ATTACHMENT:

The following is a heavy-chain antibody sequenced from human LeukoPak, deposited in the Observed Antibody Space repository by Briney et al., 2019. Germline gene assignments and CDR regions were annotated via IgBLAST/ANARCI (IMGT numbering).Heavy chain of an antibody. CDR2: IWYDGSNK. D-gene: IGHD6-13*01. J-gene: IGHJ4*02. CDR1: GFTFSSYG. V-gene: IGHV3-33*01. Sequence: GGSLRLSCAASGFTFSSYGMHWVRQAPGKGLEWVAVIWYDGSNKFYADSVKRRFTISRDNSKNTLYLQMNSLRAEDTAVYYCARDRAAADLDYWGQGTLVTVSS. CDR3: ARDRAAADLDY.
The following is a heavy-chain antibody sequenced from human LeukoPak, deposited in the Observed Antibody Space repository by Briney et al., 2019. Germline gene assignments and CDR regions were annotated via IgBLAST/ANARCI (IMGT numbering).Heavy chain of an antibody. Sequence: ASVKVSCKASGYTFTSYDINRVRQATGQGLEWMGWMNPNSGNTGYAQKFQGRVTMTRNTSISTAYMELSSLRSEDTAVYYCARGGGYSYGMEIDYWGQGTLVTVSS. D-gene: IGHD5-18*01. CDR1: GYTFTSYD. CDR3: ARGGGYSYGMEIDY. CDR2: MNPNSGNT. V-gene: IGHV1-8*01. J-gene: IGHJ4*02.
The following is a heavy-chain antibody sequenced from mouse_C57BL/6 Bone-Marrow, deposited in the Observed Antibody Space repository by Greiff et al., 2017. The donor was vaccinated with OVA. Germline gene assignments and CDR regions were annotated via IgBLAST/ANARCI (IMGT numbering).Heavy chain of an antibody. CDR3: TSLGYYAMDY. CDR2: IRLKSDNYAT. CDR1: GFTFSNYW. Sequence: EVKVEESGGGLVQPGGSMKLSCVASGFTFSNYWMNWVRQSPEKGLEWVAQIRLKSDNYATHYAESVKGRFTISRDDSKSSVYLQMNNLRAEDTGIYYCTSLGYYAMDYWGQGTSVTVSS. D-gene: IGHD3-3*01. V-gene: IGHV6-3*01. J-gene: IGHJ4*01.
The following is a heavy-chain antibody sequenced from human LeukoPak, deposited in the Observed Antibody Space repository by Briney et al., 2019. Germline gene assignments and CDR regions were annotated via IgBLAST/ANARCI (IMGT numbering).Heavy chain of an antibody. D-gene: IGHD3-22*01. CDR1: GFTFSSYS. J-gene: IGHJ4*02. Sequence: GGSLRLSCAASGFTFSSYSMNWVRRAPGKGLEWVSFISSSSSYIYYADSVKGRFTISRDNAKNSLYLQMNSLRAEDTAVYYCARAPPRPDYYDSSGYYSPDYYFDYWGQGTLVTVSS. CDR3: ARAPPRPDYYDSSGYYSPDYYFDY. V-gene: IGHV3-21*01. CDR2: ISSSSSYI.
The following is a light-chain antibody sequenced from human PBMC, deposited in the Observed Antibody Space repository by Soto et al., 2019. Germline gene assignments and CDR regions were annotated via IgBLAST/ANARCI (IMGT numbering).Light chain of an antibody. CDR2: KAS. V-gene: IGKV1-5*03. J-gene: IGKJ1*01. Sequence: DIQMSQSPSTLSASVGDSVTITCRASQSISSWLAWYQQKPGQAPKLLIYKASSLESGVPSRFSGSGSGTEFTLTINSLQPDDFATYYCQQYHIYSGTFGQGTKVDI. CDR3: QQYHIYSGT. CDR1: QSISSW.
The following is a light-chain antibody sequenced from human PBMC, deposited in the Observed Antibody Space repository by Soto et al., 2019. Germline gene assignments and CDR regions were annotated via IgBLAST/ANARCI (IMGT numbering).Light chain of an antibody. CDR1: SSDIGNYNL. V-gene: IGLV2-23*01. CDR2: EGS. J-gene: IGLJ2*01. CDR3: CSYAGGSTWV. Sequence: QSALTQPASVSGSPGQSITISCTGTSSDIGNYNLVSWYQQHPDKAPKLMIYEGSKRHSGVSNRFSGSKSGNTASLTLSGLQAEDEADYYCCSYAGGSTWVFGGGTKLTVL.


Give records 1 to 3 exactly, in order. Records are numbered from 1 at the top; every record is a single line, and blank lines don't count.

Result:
The following is a heavy-chain antibody sequenced from human LeukoPak, deposited in the Observed Antibody Space repository by Briney et al., 2019. Germline gene assignments and CDR regions were annotated via IgBLAST/ANARCI (IMGT numbering).Heavy chain of an antibody. CDR2: IWYDGSNK. D-gene: IGHD6-13*01. J-gene: IGHJ4*02. CDR1: GFTFSSYG. V-gene: IGHV3-33*01. Sequence: GGSLRLSCAASGFTFSSYGMHWVRQAPGKGLEWVAVIWYDGSNKFYADSVKRRFTISRDNSKNTLYLQMNSLRAEDTAVYYCARDRAAADLDYWGQGTLVTVSS. CDR3: ARDRAAADLDY.
The following is a heavy-chain antibody sequenced from human LeukoPak, deposited in the Observed Antibody Space repository by Briney et al., 2019. Germline gene assignments and CDR regions were annotated via IgBLAST/ANARCI (IMGT numbering).Heavy chain of an antibody. Sequence: ASVKVSCKASGYTFTSYDINRVRQATGQGLEWMGWMNPNSGNTGYAQKFQGRVTMTRNTSISTAYMELSSLRSEDTAVYYCARGGGYSYGMEIDYWGQGTLVTVSS. D-gene: IGHD5-18*01. CDR1: GYTFTSYD. CDR3: ARGGGYSYGMEIDY. CDR2: MNPNSGNT. V-gene: IGHV1-8*01. J-gene: IGHJ4*02.
The following is a heavy-chain antibody sequenced from mouse_C57BL/6 Bone-Marrow, deposited in the Observed Antibody Space repository by Greiff et al., 2017. The donor was vaccinated with OVA. Germline gene assignments and CDR regions were annotated via IgBLAST/ANARCI (IMGT numbering).Heavy chain of an antibody. CDR3: TSLGYYAMDY. CDR2: IRLKSDNYAT. CDR1: GFTFSNYW. Sequence: EVKVEESGGGLVQPGGSMKLSCVASGFTFSNYWMNWVRQSPEKGLEWVAQIRLKSDNYATHYAESVKGRFTISRDDSKSSVYLQMNNLRAEDTGIYYCTSLGYYAMDYWGQGTSVTVSS. D-gene: IGHD3-3*01. V-gene: IGHV6-3*01. J-gene: IGHJ4*01.